noun Anatomy, Zoology.
verb (used with object)
- throat microphone,
- throat seizing,
- throat sweetbread,
Origin of throat
Examples from the Web for throat
I took out my knife, my Ka-Bar, and knocked his teeth out, but they fell into his throat.The Story Behind Lee Marvin’s Liberty Valance Smile|Robert Ward|January 3, 2015|DAILY BEAST
The pressure against my throat seemed completely constricting.Mailer’s Letters Pack a Punch and a Surprising Degree of Sweetness|Ronald K. Fried|December 14, 2014|DAILY BEAST
With senility's fingers at his throat, it was clear that no more movies were going to be made.Alfred Hitchcock’s Fade to Black: The Great Director’s Final Days|David Freeman|December 13, 2014|DAILY BEAST
He died in July after being grabbed around the throat by a cop and wrestled to ground where the breath flew out of him.The Wildly Peaceful, Human, Almost Boring, Ultimately Great New York City Protests for Eric Garner|Mike Barnicle|December 8, 2014|DAILY BEAST
The red mark around her throat suggested she had been strangled with “something thin.”Indiana Serial Killer’s Confession Was Just the Start|Michael Daly|October 21, 2014|DAILY BEAST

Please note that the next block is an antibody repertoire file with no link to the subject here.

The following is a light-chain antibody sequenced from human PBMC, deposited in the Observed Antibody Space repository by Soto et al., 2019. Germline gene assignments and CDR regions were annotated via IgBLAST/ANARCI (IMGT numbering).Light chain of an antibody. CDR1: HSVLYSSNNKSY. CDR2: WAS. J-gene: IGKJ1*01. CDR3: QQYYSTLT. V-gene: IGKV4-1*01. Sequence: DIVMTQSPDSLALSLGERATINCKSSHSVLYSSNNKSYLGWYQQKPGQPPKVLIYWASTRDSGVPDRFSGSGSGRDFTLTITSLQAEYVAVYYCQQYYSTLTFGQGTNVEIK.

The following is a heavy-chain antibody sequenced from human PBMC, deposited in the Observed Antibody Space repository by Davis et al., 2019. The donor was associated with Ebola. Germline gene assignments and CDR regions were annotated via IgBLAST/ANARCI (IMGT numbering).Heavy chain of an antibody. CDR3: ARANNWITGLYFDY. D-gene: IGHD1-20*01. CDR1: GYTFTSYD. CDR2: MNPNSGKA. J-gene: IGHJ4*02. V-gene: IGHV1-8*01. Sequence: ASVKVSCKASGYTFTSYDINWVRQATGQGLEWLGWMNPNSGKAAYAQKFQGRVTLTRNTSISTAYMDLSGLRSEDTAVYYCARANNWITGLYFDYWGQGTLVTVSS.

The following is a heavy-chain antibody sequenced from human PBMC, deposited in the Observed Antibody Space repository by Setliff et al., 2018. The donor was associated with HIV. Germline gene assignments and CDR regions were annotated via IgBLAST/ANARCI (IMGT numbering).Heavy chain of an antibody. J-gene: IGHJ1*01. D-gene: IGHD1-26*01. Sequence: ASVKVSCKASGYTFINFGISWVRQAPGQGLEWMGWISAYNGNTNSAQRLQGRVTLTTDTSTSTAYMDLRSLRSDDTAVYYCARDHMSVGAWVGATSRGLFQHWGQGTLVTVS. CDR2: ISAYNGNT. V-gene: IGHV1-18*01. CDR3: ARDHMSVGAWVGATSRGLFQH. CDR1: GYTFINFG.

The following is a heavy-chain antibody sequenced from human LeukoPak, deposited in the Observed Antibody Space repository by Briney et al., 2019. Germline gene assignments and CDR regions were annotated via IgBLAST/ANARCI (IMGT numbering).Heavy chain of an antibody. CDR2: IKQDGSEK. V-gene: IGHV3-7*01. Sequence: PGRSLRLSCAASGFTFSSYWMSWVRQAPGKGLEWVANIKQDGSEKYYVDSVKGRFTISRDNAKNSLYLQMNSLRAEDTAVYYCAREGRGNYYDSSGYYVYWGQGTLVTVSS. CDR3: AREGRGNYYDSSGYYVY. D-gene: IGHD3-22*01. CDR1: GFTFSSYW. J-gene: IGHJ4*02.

Patricia's heart stopped beating for a moment and then it leaped to her throat.Miss Pat at Artemis Lodge|Pemberton Ginther
She caught her hands up under her throat when she saw the dagger.Vittoria, Complete|George Meredith
In other words, the hearer is better able to judge of the singer's throat action than the singer himself.The Psychology of Singing|David C. Taylor
The British Church was thus saved from enemies within; but enemies without soon had it by the throat.The Christian Church in These Islands before the Coming of Augustine|George Forrest Browne
"By strangulation," said the old gipsy, raising her palsied hand to her throat.Rookwood|William Harrison Ainsworth
- that part of the alimentary and respiratory tracts extending from the back of the mouth (nasopharynx) to just below the larynx
- the front part of the neck
Word Origin for throat
Old English þrote (implied in þrotbolla "the Adam's apple, larynx," literally "throat boll"), related to þrutian "to swell," from Proto-Germanic *thrut- (cf. Old High German drozza, German Drossel, Old Saxon strota, Middle Dutch strote, Dutch strot "throat"), perhaps from PIE *trud- (cf. Old English þrutian "to swell," Old Norse þrutna "to swell").
The notion is of "the swollen part" of the neck. Italian strozza "throat," strozzare "to strangle" are Germanic loan-words. College slang for "competitive student" is 1970s, from cutthroat.
see at each other's throats; cut someone's throat; frog in one's throat; jump down someone's throat; lump in one's throat; ram (shove) down someone's throat; stick in one's craw (throat).